End not with a bang, but…


Poems may be precious, powerful, and skillfully constructed, but even the best of them aren’t always perfect, poet C. K. Williams told a room of students Wednesday in a lecture sponsored by Poem Present. With latecomers still filing into Rosenwald 405 and refreshments waiting in the hallway, Williams, a Pulitzer Prize winner and creative-writing professor at Princeton, took the podium to dissect the “unsettling, dubious, unsatisfying” endings to four of his favorite poems: William Wordsworth’s "Michael,” Robert Frost’s “Out, Out,” Rainer Maria Rilke’s Duino Elegies, and T. S. Eliot’s Four Quartets. These poems—much-admired efforts of canonized authors—“fail to deliver what they promised, or in the way they promised it,” Williams said. Wordsworth’s pastoral gives short shrift to what would seem the poem’s narrative and thematic climax, while Frost ends his lyric about a tragic accidental death with what Williams called a “shocking, dismaying” shift in tone. At the end of their long poems, Rilke drifts into “mawkishness” and Eliot trades “metaphysical urgency” for “perfunctory, plaintive music.”

Still, Williams insisted—careful to allow room for his own misinterpretations—these poems’ flaws are “incidental to our affection” for them. “Odd endings” don’t diminish great poems; they remind readers that the poets are human. Recalling the advice of a master-carpenter friend who once said, “Nothing’s easy,” Williams told students: “Well, perhaps not nothing is easy,” but ending poems is certainly hard.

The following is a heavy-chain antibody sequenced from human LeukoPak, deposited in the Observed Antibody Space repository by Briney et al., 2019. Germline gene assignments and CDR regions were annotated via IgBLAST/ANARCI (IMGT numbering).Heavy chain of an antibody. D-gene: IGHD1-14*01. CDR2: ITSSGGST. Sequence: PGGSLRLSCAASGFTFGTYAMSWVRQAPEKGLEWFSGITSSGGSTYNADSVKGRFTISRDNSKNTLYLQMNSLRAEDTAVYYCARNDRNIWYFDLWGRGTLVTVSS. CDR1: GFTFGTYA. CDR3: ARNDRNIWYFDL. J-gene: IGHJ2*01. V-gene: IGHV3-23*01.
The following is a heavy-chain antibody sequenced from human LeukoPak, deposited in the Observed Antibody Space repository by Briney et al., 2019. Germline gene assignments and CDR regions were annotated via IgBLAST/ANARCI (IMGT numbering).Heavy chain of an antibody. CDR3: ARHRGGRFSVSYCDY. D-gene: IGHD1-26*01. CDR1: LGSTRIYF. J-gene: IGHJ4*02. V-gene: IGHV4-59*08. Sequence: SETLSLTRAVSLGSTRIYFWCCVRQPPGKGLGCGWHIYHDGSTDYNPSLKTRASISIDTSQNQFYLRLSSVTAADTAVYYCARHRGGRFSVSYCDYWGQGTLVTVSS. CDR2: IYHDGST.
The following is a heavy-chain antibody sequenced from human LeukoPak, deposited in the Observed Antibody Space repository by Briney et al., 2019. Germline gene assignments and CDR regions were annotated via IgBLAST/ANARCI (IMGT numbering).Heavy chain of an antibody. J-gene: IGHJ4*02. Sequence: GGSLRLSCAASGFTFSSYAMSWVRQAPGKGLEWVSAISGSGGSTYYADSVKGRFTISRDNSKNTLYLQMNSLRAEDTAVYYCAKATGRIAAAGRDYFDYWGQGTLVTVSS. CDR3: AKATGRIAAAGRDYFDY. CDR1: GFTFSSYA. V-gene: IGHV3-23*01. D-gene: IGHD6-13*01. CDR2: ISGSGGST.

The next afternoon, Williams followed up his lecture with a reading of his own verse. With a volume of his collected poems due out later this year, he read both old and new works, including two (called “Shrapnel” and “Cassandra Iraq”) about “our new life at war” and one concerning global warming. “These days,” he said, “I have trouble writing about anything else.”


Photo: Williams greets admirers after Wednesday's lecture.

April 21, 2006